Introduction: Make a Grey Man Bug Out Bag
A Grey Man is someone you never notice. Someone who doesn’t stand out. Someone who doesn’t looks like he’s carrying a $12,000,000.00 diamond in his inconspicuous coat pocket or perhaps a priceless Picasso in his utterly average briefcase.
Especially when he is.
A BOB (Bug Out Bag) contains the necessities for an emergency evacuation which may require traveling for several days to reach a place of safety. It will typically be stocked with survival gear and supplies for three to seven days, including water, food, First Aid supplies and clothing, plus cooking, sleeping, and camping gear. It may also include a firearm for self-defense and/or survival hunting.
It’s a good idea to have a BOB in your automobile because that usually allows the fastest response to an emergency situation: You just get in your car and go. In addition, the contents of a BOB can help you through many lesser emergencies. That might be something as mundane as wet feet, a button lost from a shirt or blouse, or (more seriously) getting stuck in the snow on a seldom-traveled back road.
Of course, there’s always the chance that a world-wide Zombie Apocalypse may strike at the height of rush hour, or that a local emergency may make your evacuation routes impassable by car. If so, you may have to abandon your automobile and proceed on foot. Most BOBs are surplus military or expedition backpacks to allow for just such a contingency.
The items in a BOB can be pretty expensive—and so can the pack they’re stored in. Unfortunately, many late-model automobiles do not have a conventional trunk for secure storage. A BOB carried inside a pickup truck, mini-van, or SUV may be a tempting target for thieves. Likewise, in a catastrophic emergency such as a coordinated EMP (Electromagnetic Pulse) attack or a SCME (Solar Coronal Mass Ejection) that destroys the national power grid and disables every modern automobile, just being seen with a well-stocked BOB might make you a tempting target as well.
Then too, a full BOB can be pretty heavy. Frankly, nobody really likes hiking around in the boonies with a 50-lb. pack on their back.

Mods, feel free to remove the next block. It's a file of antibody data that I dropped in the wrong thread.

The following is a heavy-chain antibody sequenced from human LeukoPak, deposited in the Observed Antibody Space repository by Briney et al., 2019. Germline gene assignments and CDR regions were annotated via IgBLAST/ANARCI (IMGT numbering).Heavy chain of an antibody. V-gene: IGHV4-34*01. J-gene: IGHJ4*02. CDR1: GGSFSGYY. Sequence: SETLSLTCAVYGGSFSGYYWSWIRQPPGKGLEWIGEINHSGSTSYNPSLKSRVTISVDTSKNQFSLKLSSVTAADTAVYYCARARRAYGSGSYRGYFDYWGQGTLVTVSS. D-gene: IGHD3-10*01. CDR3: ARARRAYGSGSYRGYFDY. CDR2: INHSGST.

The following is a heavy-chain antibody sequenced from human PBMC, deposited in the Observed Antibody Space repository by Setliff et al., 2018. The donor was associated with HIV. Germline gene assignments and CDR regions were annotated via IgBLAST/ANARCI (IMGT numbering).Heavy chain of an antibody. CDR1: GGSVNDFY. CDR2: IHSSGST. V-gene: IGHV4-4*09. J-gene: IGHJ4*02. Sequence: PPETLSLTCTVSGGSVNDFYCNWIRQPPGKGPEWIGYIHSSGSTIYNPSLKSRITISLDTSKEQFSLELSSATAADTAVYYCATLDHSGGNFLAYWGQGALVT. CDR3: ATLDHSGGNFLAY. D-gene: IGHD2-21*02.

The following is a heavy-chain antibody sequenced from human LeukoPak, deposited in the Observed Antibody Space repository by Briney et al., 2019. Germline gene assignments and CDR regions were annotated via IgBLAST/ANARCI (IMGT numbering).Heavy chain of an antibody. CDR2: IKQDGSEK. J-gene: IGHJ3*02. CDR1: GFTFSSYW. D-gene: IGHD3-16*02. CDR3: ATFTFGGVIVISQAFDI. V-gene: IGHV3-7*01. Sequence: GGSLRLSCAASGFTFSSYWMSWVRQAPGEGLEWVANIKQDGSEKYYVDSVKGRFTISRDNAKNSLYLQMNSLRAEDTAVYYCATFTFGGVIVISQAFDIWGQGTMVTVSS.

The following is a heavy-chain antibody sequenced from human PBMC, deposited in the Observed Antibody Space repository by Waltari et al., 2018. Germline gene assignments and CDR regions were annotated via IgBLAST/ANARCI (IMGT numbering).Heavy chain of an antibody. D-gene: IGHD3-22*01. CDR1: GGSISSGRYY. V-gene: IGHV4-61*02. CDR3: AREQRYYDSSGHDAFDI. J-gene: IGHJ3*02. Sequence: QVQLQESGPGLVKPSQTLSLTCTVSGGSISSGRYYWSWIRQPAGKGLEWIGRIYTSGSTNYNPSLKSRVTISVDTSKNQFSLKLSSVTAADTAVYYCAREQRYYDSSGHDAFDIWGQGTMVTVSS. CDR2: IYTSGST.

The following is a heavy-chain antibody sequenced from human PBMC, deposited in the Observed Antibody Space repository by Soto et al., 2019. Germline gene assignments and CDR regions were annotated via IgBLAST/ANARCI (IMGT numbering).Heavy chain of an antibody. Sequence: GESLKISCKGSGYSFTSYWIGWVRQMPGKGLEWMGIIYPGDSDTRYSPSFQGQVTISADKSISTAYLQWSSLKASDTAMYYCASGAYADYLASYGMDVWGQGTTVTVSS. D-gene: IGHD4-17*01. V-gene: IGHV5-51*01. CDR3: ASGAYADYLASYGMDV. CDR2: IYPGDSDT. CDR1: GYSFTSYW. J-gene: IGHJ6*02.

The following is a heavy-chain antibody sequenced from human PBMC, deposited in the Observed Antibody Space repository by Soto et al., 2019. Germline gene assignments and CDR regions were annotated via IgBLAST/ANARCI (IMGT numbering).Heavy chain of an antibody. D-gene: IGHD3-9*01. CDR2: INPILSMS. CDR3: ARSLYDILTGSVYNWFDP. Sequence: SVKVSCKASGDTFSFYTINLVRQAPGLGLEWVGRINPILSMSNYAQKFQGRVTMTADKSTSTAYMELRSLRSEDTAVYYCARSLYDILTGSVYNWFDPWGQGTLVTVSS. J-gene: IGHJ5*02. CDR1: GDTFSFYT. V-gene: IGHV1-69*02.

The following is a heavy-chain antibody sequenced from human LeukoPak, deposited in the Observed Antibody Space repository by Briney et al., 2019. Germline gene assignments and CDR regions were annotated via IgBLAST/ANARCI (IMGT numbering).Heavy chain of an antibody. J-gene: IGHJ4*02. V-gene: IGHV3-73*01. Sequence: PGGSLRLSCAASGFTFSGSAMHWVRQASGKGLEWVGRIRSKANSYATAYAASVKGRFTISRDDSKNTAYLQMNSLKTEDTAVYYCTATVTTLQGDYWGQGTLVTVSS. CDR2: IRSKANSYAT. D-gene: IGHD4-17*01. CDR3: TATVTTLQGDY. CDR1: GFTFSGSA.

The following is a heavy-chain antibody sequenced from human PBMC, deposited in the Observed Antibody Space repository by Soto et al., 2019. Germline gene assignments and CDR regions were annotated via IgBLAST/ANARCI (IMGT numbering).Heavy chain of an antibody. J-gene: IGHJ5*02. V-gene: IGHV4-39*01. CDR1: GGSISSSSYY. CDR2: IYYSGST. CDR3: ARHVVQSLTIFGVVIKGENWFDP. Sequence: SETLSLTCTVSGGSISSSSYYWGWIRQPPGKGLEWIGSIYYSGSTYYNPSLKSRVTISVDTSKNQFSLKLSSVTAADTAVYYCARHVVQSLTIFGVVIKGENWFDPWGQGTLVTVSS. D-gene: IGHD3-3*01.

So—how can you carry a valuable BOB in your car with little or no worry of theft? And how can you carry it long distances on foot without exhausting yourself? And how can you carry it without looking like a Survival Smorgasbord?
Here is my original solution: The Grey Man Bug Out Bag. It’s not only super-practical, it’s super-sneaky, super-easy, and super-cheap, too.
First, assemble your emergency supplies. These will vary according to your personal needs, situation, and location. I live in Florida, so I don’t need much in the way of cold weather gear and water is relatively easy to obtain. My BOB is packed for one person for five days, but allows for the possibility of a longer time in the field by including some extra hunting and fishing gear.
I chose to limit the weight of my supplies to 50 lbs. and an approximate bulk of 3000 cubic inches. That’s a little less than the load a large Alice pack is designed to carry.
Here’s a list of my BOB goodies:
1. Water Supply (1 gal): One qt. in a stainless steel water bottle. Three quarts in eight clear plastic “pint” hip-flask vodka bottles. A person typically needs 1 gallon of water per day, but weight is a limiting factor. My water supply must be refreshed daily. The flask bottles are ideal for SODIS water purification. Learn about SODIS at http://www.sodis.ch/methode/anwendung/index_EN
2. Food Supply (Five days @ 3000 calories per day): Rice. Pasta. Lentils. Oat meal. Grits. Instant potatoes. Beef jerky. Energy bars. Trail mix. Freeze-dried entres. Ramen noodles. Instant Soup Mix. Pasta Sides. Coffee. Tea. Salt. Sugar. Spices. It’s best to pack only familiar foods that you enjoy and which are easily prepared.
3. Fire kit: 3 Bic lighters. Blast Match. Magnesium fire starter. Waxed jute tinder. Small qty. split oak firewood & lighter pine. Learn about Blast Matches at http://www.youtube.com/watch?v=CYRKzdSXH34 and learn how to make waxed jute tinder at http://www.hedgehogleatherworks.com/How-To-Make-Waterproof-Tinder-s/102.htm
4. Cooking kit: Stainless steel cup. Stainless steel pot (1 qt.) with lid & bail. Fork. Spoon. Paring knife. Soda can alcohol stove with 16 oz. of alcohol. Learn about soda can stoves at http://www.youtube.com/watch?NR=1&v=C-35L_xdtQE&feature=endscreen Watch all three videos. The small holes in the improved version can be poked in with a needle.
5. Hygiene Supplies: Dish soap. Plastic scouring pad. Plain liquid bleach. Bar Soap. Wet Wipes. Towel. Toothbrush. Washcloth. Mirror. Comb. Mini E-Tool Folding Shovel. Toilet paper. Bleach can be used to purify water. Learn how at http://willowhavenoutdoor.com/featured-wilderness-survival-blog-entries/how-to-purify-water-with-household-bleach/